Pwalla57 12-14-2011 05:38 PM

Re: C-5,6 stenosis, bonespur hitting nerve,C-7 spine slipped
 
Here's my MRI. Thank you for your comments.
Day 6 after corticosteroid epidural.. No relief from pain.
I will be seeing my NS on Monday (today is Wednesday)and see what he says about the pain doctors not following his directions. Believe it or not this is a very famous institution that I'm going to.
MR SPINE CERVICAL WITHOUT CONTRAST (72141) : 08/05/2011

MRI OF THE CERVICAL SPINE 08/05/2011:

CLINICAL HISTORY: 54-YEAR-OLD FEMALE WITH SEVERE RIGHT-SIDED
RADICULAR PAIN.

COMPARISON STUDY: NONE.

TECHNIQUE: Using a 1.5 Tesla MRI scanner, multiple imaging planes
and sequences are obtained.

FINDINGS: There is 2 mm of anterior spondylolisthesis of C7 on
T1. The remaining cervical alignment is normal. There is loss
of normal cervical lordosis. There is no evidence of an acute
fracture. There are endplate degenerative changes at the C5-6,
C6-7 and T2-T3 levels. The posterior fossa and craniocervical
junction are unremarkable. The prevertebral soft tissues are
unremarkable. The cervical spinal cord is normal in size, shape
and signal intensity.

C2-3: There is no disc bulge or protrusion. There is no spinal
canal or neuroforaminal narrowing.

C3-4: There is no disc bulge or protrusion. There is no spinal
canal narrowing. There is mild right facet and uncovertebral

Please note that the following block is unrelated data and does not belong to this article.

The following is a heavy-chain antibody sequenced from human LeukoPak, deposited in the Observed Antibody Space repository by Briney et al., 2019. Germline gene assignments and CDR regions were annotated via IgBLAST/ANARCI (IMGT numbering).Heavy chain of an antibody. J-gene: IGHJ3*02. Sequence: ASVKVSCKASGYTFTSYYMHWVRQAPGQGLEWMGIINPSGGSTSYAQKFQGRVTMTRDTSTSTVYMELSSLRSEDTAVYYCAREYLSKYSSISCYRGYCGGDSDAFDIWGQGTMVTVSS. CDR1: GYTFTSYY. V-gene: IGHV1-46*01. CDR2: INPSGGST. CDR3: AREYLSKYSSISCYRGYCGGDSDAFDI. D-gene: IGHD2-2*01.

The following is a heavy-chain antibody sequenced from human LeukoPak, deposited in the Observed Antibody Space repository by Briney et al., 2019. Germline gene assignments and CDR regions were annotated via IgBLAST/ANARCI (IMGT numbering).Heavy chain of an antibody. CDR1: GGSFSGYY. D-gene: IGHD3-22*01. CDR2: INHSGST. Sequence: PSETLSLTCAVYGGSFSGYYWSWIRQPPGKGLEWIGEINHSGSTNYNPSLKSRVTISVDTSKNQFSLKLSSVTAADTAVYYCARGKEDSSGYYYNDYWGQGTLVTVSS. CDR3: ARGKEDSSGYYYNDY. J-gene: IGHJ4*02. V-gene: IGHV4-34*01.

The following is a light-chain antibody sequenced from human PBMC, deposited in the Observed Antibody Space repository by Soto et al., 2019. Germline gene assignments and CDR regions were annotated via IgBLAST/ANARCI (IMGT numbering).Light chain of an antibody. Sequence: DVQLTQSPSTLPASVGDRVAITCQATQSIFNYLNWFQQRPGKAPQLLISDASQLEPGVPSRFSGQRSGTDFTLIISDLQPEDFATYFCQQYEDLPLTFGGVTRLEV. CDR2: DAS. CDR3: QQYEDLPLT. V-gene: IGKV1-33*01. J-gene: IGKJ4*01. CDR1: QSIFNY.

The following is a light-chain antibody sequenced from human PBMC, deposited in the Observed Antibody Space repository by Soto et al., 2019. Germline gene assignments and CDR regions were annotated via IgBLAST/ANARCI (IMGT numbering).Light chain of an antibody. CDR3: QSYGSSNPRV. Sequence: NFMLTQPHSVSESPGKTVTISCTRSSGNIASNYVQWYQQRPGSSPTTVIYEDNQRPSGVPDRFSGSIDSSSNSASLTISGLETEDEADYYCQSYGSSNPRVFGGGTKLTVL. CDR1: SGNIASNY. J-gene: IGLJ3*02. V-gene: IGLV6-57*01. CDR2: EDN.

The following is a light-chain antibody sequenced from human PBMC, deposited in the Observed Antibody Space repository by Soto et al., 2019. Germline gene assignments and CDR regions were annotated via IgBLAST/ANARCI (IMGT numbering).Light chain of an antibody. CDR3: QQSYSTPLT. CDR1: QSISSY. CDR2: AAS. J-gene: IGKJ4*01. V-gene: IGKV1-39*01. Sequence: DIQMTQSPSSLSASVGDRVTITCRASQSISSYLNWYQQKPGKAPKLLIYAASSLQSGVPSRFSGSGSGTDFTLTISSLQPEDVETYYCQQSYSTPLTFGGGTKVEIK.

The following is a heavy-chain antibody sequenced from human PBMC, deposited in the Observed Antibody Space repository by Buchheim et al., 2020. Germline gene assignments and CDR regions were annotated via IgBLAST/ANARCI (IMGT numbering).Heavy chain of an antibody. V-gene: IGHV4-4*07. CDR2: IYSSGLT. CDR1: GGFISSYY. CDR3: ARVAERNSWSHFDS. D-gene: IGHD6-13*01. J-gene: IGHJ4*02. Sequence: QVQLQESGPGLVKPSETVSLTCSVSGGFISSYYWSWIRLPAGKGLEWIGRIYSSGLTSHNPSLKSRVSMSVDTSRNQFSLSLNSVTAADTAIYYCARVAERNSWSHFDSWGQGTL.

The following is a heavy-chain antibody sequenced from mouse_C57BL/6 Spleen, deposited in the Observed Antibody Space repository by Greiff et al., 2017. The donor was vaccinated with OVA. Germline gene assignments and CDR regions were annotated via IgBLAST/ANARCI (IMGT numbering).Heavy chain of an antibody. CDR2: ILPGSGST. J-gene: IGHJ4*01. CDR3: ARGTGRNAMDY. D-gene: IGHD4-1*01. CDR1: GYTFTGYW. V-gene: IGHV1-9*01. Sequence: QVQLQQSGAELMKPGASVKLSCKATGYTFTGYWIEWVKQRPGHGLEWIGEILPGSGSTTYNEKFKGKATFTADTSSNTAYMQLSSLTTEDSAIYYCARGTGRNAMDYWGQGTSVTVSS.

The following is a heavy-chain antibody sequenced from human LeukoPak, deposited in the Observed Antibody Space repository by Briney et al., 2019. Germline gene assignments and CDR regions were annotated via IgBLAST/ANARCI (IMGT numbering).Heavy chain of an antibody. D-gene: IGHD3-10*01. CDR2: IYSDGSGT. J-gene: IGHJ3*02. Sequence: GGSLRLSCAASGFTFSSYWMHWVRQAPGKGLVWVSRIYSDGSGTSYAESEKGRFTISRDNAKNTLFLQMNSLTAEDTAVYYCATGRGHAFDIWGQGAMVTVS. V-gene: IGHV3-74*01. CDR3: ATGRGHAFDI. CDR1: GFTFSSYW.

hypertrophy with mild right neuroforaminal narrowing.

C4-5: There is no disc bulge or protrusion. There is no spinal
canal or neuroforaminal narrowing.

C5-6: There is disc degeneration with loss of disc height,
endplate degenerative changes and marginal spurs. There is a
small posterior disc osteophyte complex. There is mild
ligamentum flavum hypertrophy. There is moderate spinal canal
stenosis measuring 7 mm in AP diameter with near complete
effacement of the cerebrospinal fluid surrounding the cord
without cord compression or edema. There is bilateral facet
hypertrophy. There is a 5 mm perineural cyst in the right
neuroforamen. There is moderate left neuroforaminal narrowing.
There is mild right neuroforaminal narrowing.

C6-7: There is disc degeneration with endplate degenerative
changes and small marginal spurs. There is a small posterior
disc osteophyte complex and bilateral facet hypertrophy. There
is mild spinal canal narrowing measuring 9 mm in AP diameter
without cord compression. There is a bilobed 7 mm perineural